Germany’s publishing giants and news outlets are trying to change copyright laws in Germany to help protect traditional media from the internet. Chancellor Angela Merkel “has pledged to create a new kind of copyright to protect online journalism.” Really, German publishers are tired of seeing companies like google “exploit their content” without paying any royalties or anything for the information. The coalition government has said that “the Internet cannot be a copyright-free zone.” Critics say that this proposal is only happening “because German publishers have failed to build successful business models on the internet” and that the internet should stay as unregulated as possible.
The core of the coalition’s proposal is to give publishers a “neighboring right” whereby a license would be required for any “commercial use” of published material online. Private use of news articles would not require a license.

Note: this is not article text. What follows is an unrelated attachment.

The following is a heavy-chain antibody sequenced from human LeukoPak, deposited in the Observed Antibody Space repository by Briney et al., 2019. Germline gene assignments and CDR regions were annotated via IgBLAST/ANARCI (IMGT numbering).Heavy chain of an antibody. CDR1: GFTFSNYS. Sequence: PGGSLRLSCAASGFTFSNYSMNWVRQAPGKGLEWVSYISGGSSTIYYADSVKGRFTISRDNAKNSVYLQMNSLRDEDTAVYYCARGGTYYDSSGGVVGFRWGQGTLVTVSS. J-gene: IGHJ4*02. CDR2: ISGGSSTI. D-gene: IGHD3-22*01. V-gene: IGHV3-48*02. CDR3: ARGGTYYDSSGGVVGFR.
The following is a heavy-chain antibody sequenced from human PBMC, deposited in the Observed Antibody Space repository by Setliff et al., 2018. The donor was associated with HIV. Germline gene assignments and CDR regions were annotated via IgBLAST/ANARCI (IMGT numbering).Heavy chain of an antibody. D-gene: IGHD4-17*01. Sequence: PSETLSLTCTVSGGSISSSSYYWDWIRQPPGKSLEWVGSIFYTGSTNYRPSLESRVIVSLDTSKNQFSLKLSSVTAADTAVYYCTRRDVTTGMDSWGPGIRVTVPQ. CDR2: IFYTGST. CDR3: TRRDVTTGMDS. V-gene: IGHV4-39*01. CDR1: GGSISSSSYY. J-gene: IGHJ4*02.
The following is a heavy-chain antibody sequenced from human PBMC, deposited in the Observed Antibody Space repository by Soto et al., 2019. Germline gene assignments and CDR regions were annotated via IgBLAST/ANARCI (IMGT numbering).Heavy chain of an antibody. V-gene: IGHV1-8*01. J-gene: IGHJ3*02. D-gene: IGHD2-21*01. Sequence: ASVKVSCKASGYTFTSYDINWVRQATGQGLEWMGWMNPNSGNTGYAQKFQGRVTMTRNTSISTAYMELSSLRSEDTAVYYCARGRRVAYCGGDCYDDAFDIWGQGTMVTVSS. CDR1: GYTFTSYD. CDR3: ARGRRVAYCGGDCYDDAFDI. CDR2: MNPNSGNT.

What it really comes down to is the same thing that 20th century business models in every industry are dealing with: adapting in the digital age and for a digital future. The “Internet Manifesto” that journalists wrote after German publishers proposed the new copyright, they said that “copyright must not be misused as a lever to protect outdated distribution methods and to secure new business and licensing models.”
Is this copyright innovation a quick fix for Germany’s publishers, or is it necessary to protect news media in the age of the internet? Because of the EU, legislation in member states does not exist in a vacuum. How would a copyright change like this work out in the EU, or in the US?
From “Germany Looks at Ways to Protect Online Journalism” by Eric Pfanner, The New York Times.